Phoenix Wright: Usually... Well, usually, the real killer confesses his or her guilt. And now that I think about it, this is the first time someone hasn't.
When the only possible way for a lawyer to save his client is to badger a confession out of a witness on the stand in the courtroom. Sub-Trope of Perp Sweating. Frequently stems from Accusing the Witness. The result is usually a Motive Rant. The first step is often to Pull the Thread.
This is a popular way to avert the Fridge Logic inherent in Conviction by Contradiction; in this case, catching the witness in a lie doesn't prove they're the culprit; it just convinces them the jig is up so they'll convict themselves by confessing. When played straight, this one is also a subtrope of Hollywood Law—defense attorneys often discredit witnesses through various means and posit other potential suspects (named or unnamed), but forcing a confession is difficult to do without being disbarred. In the United States and the United Kingdom, forcing the defense to prove that someone else is guilty is Shifting the Burden of Proof (in a criminal case), but this is rarely mentioned in media, as it removes the "solve the mystery" element.
Averting this trope is one reason why in Real Life defence attorneys usually try and avoid calling their client to the stand unless there's absolutely, positively no other choice—the last thing they want is their client getting flustered and goaded into coming out with something potentially incriminating before a jury.
Named for the iconic 1957-1966 Law Procedural TV series Perry Mason, in which Perry's client was always innocent, and Perry always won the day by getting the guilty party to confess on the stand during cross-examination. A sub-trope of Unconventional Courtroom Tactics. Similar to The CSI Effect, where juries demand forensic evidence no matter how hard to find or malleable it may be.
- Perry Mason's success rate was parodied in one episode of "Little Annie Fanny". As soon as the police announced that detective "Mason Dixon" was investigating, some random nearby onlooker would scream out "I confess! I confess! I haven't got a chance if Mason Dixon is on the case!"
- One strip of The Far Side has a cow confess to the crime while serving on the jury.
- In Youngblood: Judgment Day, Toby King relentlessly pursues the details behind a book missing from Riptide's room after her murder, gradually uncovering an intimate connection between a certain member of Youngblood and that book. This eventually causes Sentinel to fly into a fit of rage and attack King; he grabs at the book and curses King for ruining his plan, outing himself as the murderer.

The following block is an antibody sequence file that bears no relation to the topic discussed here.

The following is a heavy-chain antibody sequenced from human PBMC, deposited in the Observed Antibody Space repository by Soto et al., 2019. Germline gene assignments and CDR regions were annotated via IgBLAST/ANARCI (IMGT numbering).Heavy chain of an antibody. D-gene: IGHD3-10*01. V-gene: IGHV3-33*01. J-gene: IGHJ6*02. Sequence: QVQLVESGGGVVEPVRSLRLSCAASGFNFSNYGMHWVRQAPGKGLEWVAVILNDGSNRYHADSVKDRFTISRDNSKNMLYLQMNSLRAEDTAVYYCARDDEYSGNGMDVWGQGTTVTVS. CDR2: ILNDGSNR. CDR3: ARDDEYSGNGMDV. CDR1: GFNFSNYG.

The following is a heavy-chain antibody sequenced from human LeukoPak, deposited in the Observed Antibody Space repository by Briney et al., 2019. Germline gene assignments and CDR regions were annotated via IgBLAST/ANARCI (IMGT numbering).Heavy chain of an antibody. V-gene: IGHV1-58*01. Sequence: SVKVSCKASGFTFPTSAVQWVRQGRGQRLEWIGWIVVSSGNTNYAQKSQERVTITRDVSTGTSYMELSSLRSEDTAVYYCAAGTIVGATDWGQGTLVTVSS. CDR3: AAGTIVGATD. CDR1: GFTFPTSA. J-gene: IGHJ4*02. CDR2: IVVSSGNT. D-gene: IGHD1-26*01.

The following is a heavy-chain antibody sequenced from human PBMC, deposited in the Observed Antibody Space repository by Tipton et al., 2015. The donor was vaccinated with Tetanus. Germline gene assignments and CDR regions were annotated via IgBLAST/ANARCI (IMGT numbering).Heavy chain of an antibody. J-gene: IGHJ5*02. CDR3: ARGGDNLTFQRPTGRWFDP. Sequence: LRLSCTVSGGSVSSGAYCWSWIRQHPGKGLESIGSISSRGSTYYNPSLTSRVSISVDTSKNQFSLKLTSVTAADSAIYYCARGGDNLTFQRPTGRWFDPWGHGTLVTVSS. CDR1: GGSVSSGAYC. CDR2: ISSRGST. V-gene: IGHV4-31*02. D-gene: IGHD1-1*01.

- Subverted in the film Catch Me If You Can — con artist Frank Abagnale Jr. attempts to use this technique while posing as a lawyer, having seen Perry Mason do it on TV; after his climactic accusation, the judge sternly informs him that he is at a preliminary hearing and neither the defendant nor the jury are present.
- Subverted in Bananas when Fielding Mellish gets a key witness against him at his trial to tearfully confess that she was lying ... even though he's gagged and tied to a chair.
- The climax of A Few Good Men is probably the Trope Codifier: Danny Kaffee pins the futures of both his clients and his own to the hope that his final witness - Colonel Jessup - will confess to having ordered the illegal "Code Red" drill that resulted in the death of the victim. Deconstructed, as Kaffee explains to the rest of the defense team that Jessup wants to confess, because he thinks he did the right thing. Or another way to say it is, he wants to take credit and brag. Still, Kaffee carries this out beautifully, by first catching Jessup in a lie, then appealing to the man's ego by assaulting him with a series of questions (with both Kaffee and Jessup repeatedly ignoring the defense's and the Judge's orders to belay their argument) about the Code Red incident until Jessup gets fed up with Kaffee's supposed defiance and snaps, ranting at the entire courtroom about his actions and confirming he ordered the fatal Code Red, and how none of them could possibly understand the "sacrifices" he made in the name of national defense.
- In Young Mr. Lincoln, Abraham Lincoln produces an almanac that proves the witness couldn't have seen the murder by moonlight as said witness had claimed. Lincoln then badgers said witness into confessing the murder in open court. This is allegedly based on a real incident.